You’ve heard it and read it so many times: corporate folks chastising nonprofits and NGOs, saying those mission-based initiatives need to be more innovative, saying they need to embrace the latest network technologies and revolutionary management styles and on and on. Yet these same corporations demanding nonprofit innovation aren’t funding virtual volunteering-related initiatives.

Time to put your money where your mouth is, corporations: there are some terrific virtual volunteering activities out there. There are outstanding innovations happening at nonprofits and NGOs all over the world. You say you want more risk-taking, more innovations, more tech-use by mission-based organizations – okay, they stand ready to do it. All they need is the investment. Are YOU ready to put your money where your mouth is?

vvbooklittleAnd also… why haven’t you bought The LAST Virtual Volunteering Guidebook?


1: The last sentence of this paragraph, regarding Cisco and NetAid, was added on July 24, 2015

Nov. 11, 2015 update:  Nonprofit leaders are not focusing enough attention on innovation, measuring the impact of their efforts, and creating funding structures that encourage risk-taking, according to a new report from Independent Sector. Great – who is going to FUND THOSE ACTIVITIES?!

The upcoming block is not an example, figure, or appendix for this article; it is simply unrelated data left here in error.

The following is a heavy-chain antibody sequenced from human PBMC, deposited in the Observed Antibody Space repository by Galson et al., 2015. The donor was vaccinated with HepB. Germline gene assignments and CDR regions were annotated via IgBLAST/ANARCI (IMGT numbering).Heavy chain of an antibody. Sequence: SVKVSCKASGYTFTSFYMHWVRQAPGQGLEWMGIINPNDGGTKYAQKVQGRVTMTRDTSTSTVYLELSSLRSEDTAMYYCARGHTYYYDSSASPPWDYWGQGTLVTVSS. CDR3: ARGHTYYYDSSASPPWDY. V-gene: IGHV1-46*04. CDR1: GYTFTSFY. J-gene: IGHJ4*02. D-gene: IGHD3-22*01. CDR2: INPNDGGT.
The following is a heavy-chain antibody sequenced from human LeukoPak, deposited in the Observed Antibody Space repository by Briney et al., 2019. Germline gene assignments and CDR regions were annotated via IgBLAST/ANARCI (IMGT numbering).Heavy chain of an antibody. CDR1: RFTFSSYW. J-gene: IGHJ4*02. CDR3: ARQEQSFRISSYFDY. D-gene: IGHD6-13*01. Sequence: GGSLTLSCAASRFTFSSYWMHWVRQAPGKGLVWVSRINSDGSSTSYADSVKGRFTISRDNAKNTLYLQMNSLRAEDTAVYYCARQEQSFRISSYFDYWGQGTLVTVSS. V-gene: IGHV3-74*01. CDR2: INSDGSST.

Spontaneous online volunteering/crowdsourcing in response to Eric Gardner grand jury decision

Have you seen the remarkable, spontaneous online volunteering / crowdsourcing that’s happening in response to grand jury decision about the death of Eric Gardner in New York City? There are thousands of tweets with the tag , with various people identifying as white in the USA posting about times they have committed crimes and come in contact with police as a result, and even been confrontational with the police at those times, and how they were not arrested as a result. It’s meant to refute the justifications for police use-of-force regarding the killing of Eric Gardner.

Powerful stuff.

More about spontaneous online volunteers.


Haters gonna hate

angryjayneI’ve been online since the early 1990s, and I have a bit of Internet fame because I’ve been researching and promoting virtual volunteering / e-volunteering / digital volunteering since the 90s as well. So, of course, I get hate mail.

You’re going to get negative comments online if you dare to post an opinion of any kind online. And my hate mail comes mostly because of blog posts I’ve made regarding companies that are selling community service hours for online activities that are NOT online volunteering. The companies are called Community Service Help, Inc., Community Service 101, Community Service Help, Logan Social Services, Court Ordered Community Service and the Terra Research Foundation. I’m sure there are more.